All I can say is, In the lower 48 a small plane would NEVER be allowed in close proximity of a music festival – and by close I mean THREE PASSES NOT MORE THAN 30’ off the ground over the crowd! Should a plane attempt this, F-16s would be scrambled in Chicago. In Alaska, they are not so fond of such regulations – or ANY regulations! Further emphasized by the CANNON that was fired, somewhat randomly. I never did get the full story about this, but someone said it fired underwear, which eventually ended up tacked to the ceiling in Chicken’s one and only bar. I don’t know if that is true, but I know it was LOUD, and ESPECIALLY LOUD at 1:00AM!
We also met a LOT of great people at the Music Festival. Sat next to some folks for awhile who live out in the bush. They spent some time telling us what it is like for MOST people in Alaska, save the few thousand that live in the even-fewer cities. EVERYONE is off the grid. No Electricity save what you generate yourself from diesel or solar. No water save what you pump out of the ground (or catch in cisterns if you live in rainy areas). Certainly no sewer. Most people are 100+ miles more from a “real” store and most personal transit options are aircraft. They shop CAREFULLY for 3 months of supplies. I could not fathom this any more than they could understand the way we’d walk to the Grocery Store EVERY DAY and obtain stuff for JUST THAT DAY in Chicago. No one has cell service anywhere, though Satellite Internet and phone are POSSIBLE, they are in general too expensive for most people except for emergency use.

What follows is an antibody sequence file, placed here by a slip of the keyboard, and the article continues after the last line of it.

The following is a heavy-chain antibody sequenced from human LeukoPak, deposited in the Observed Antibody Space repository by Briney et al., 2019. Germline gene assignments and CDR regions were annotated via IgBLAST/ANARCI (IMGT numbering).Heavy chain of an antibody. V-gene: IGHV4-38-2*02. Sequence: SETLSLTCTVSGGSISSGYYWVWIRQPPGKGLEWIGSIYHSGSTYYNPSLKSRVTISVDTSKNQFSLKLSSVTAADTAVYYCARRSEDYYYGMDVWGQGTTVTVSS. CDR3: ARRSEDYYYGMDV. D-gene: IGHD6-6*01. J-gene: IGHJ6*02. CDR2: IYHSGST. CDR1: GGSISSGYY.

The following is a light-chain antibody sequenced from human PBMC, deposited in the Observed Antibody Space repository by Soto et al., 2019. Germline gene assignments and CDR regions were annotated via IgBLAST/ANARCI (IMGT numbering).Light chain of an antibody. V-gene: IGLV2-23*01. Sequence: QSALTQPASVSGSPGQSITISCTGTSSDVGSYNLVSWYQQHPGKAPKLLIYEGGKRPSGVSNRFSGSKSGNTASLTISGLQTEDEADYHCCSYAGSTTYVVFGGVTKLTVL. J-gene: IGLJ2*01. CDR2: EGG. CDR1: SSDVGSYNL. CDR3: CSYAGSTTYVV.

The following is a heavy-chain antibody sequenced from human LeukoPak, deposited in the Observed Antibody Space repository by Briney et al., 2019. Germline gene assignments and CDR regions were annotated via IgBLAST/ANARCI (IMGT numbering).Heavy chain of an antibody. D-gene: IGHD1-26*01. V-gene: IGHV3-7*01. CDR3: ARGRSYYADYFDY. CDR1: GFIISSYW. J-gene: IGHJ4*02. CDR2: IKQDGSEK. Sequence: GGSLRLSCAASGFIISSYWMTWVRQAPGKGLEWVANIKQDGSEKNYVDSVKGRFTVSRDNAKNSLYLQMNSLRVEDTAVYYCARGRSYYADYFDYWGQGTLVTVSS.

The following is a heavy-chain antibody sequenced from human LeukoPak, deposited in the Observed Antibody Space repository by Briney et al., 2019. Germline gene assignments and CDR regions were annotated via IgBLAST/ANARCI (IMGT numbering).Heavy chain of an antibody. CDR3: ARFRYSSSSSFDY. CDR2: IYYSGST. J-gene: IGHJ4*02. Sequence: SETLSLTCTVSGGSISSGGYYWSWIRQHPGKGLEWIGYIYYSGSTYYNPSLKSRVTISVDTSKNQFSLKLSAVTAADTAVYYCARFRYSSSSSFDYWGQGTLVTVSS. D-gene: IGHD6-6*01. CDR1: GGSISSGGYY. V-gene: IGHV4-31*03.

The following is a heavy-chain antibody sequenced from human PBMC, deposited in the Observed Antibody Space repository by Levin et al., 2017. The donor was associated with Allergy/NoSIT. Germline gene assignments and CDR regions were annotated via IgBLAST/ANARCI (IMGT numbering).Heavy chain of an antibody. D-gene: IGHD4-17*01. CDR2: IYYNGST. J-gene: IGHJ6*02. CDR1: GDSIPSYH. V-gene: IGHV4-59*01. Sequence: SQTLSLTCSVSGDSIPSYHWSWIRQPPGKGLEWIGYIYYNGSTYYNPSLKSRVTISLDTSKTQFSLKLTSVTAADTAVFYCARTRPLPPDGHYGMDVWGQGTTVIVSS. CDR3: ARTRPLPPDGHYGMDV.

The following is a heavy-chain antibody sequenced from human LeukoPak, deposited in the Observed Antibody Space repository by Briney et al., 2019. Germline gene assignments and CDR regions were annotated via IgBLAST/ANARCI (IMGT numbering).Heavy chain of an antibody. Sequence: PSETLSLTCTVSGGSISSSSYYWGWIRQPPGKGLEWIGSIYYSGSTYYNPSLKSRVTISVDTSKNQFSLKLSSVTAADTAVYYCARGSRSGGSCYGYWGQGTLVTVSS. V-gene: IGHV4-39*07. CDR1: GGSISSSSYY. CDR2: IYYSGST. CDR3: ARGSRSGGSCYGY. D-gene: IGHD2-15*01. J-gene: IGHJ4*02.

And, perhaps the greatest people story of all…a random couple, more or less our age, who live in Fairbanks, offered us parking for the Bus while we take the car north to the Arctic Circle. And, they introduced us to a B&B-keeper with a charming place in Wiseman – WAY north of the Arctic Circle! We had been planning to drive up there, but the logistics were daunting – where to safely leave the bus, where (exactly) to go considering there is NOTHING up there, the road is a gravel truck highway – one of the most dangerous in the world, etc. Peggy and Rick solved almost All of these issues in one random conversation in Chicken, Alaska.!!!
Not “ALL,” I guess – I still decided to buy a second (used) spare tire and wheel for the jeep and put it on the roof. You’ll have to keep reading to see how all THAT turned out!!!
SPOILER ALERT: WE SURVIVED!